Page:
Book Review ~ The Road Trip That Changed The World, by Mark Sayers.

Karl Barth used to teach his young students to read the Bible and the newspaper at the same time, so that they could interpret culture through the grand story of Scripture.

Mark Sayers is a champion at this.

The Road Trip That Changed The World is a diagnostic narrative on the lightweight spirituality we inherited from Jack Kerouac, who, in his novel, On The Road, reacted against the conformity of the 1940’s by abandoning home, family, and place in search of the unfettered freedom of the road. But even if you haven’t read Kerouac’s definitive work on the Beatnik generation, you are certainly affected by it along with the rest of our culture. Ever wonder why American Christianity seems so lackluster and flimsy? Well, this is a book you should read. Sayers gives extensive treatment of Kerouac’s worldview–known hereby as “The Road”–that wound up affecting the spiritual climate of Western culture with consumerism, individualism, and a thirst for change. Charting this affect as it ripples through decades of both secular and Christian culture, a reoccurring theme in The Road Trip is that people today want a spiritual experience without being shackled down to the spiritual requirements. This “on-a-journey-with-no-destination” mentality paved the way for the Sixties, and post-Christian America, creeping all the way to the coast, with California symbolizing a dead-end to a spiritually frustrating road trip. In what Sayers describes as our endless search for the next “woosh” moment, life became a series of cheap thrills with no backstory.

The book begins with an illustration of a fork in the road which helps bring together two major sections.

The first section is the diagnosis. He presents the road of unrestricted hedonism that our culture is following. Chapters 5 through 15 work out some of the less desirable implications that go with the journey on “The Road.” Sayers is a masterful story-teller, so you never feel like you’re sitting through a history lecture. It feels more like theatre. In Seinfeld-ian style, the reader is drawn through vignettes of American culture, before piecing them together into an image revealing how deeply this generation is hurting. One of my favorites was his portrayal of Sayyid Qutb, whose religious devotion provided a contrast to Kerouac’s shallow excesses. These vignettes all serve as indictments against the thin spirituality so common in our culture.

The second section is the prescription. Sayers directs the Christian on a different road with the cross in view. He calls for consumeristic Christians to come back to the gospel, and the rich practices of historic Christianity. Sayers pleas for a church with “believers who are deep”(267), in an attempt to peel back the lid that has stifled the Christian imagination. He often explains the worldview of “The Road” alongside destructive facets of contemporary culture that came as a direct result. While his conclusions are more broad and immeasurable than I was hoping for, it was still a much-needed call for returning to the self-denial that used to identify a disciple of Jesus. And throughout these 271 pages, the visible backdrop of the gospel looms, with a hope that transcends cultural and social norms by evoking our hearts with a greater story.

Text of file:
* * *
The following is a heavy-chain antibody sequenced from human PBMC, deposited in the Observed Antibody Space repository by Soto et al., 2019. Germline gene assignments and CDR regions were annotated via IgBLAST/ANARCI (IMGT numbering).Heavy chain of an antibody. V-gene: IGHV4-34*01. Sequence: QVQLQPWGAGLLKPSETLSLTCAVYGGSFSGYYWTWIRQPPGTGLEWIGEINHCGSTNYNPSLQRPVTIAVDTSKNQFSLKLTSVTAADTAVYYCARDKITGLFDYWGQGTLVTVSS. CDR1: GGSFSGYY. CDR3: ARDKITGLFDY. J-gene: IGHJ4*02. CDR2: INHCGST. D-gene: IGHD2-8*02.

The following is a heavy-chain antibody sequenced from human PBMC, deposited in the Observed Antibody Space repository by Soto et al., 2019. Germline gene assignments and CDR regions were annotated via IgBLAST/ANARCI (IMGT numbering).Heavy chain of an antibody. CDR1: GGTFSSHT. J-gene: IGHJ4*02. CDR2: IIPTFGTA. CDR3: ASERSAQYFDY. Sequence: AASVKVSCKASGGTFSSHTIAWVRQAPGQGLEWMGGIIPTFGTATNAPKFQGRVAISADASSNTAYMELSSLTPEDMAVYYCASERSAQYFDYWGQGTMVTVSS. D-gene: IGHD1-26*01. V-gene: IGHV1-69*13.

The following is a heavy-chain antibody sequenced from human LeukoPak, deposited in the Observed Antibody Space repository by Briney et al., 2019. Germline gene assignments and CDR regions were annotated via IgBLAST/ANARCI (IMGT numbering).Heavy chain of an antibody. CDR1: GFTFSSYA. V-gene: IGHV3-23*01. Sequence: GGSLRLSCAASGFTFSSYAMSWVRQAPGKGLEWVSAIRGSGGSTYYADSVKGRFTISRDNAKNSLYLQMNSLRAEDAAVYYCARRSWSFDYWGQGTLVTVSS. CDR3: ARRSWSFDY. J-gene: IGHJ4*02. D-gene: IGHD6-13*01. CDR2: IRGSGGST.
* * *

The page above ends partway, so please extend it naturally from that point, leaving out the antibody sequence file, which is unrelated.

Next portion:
You can purchase the book here.


You can see what else I’ve been reading…

About Lazo

Lazo is the pastor for preaching and vision at Reality SB. He is committed to spreading the value of our union with Christ in Santa Barbara, through the expository preaching of God's Word. You might like these blog posts, 5 Wrong Ways To Comfort Hurting People, or Daisy Love and the Magic Eraser. You can follow Chris on twitter at @LazoChris.

Posted on December 8, 2012, in book review, community, Culture, reading, realitysb. Bookmark the permalink. 4 Comments.

  1. “People today want a spiritual experience without being shackled down to the spiritual requirements.”

    That is so true! Sounds like an interesting book. Kevin DeYoung has a similar chapter in “Why we’re not Emergent” called Journey: Are the Pilgrims Still Making Progress. While there’s a good measure of truth to the notion of spiritual journey it shouldn’t disregard the many certainties that aren’t negotiable or up for interpretation.

    For all the collective journeying our culture is doing now, somehow it seems a bit flimsy compared to the Sixties counterculture. I think we like that idea of unrestricted journey and freedom but don’t really believe in it. If the Sixties taught us anything, it’s that people need a destination. We eventually need a period, a purpose, not an eternal question mark.

    I wonder if this is where the whole “the meaning of life is whatever meaning you ascribe to it” or “the meaning of life is to create a compelling narrative” thing came from. Narrative value versus moral value. Does he discuss that?

    • Kyle,
      That’s a major underlying point Sayers makes on Kerouac’s influence:

      “By seeing life as a journey we can enjoy the moral cost-free benefits of secular living, but then later can Photoshop a layer of meaning over our lives by recounting our experiences as part of our life journey” (p.48)

      • If that quote is typical of Sayers, I might just have to pick it up! You’d like this NY Times article from a year back called the Meaningfulness of Lives. I did a post on it back then, but it’s interesting to me that “meaningfulness of lives” is replacing “meaning of life.” The argument is that as long as your life tells a compelling narrative it is meaningful. The Photoshop layer analogy is a telltale illustration of postmodernism and multiple ‘readings.’ Thanks again for the review.

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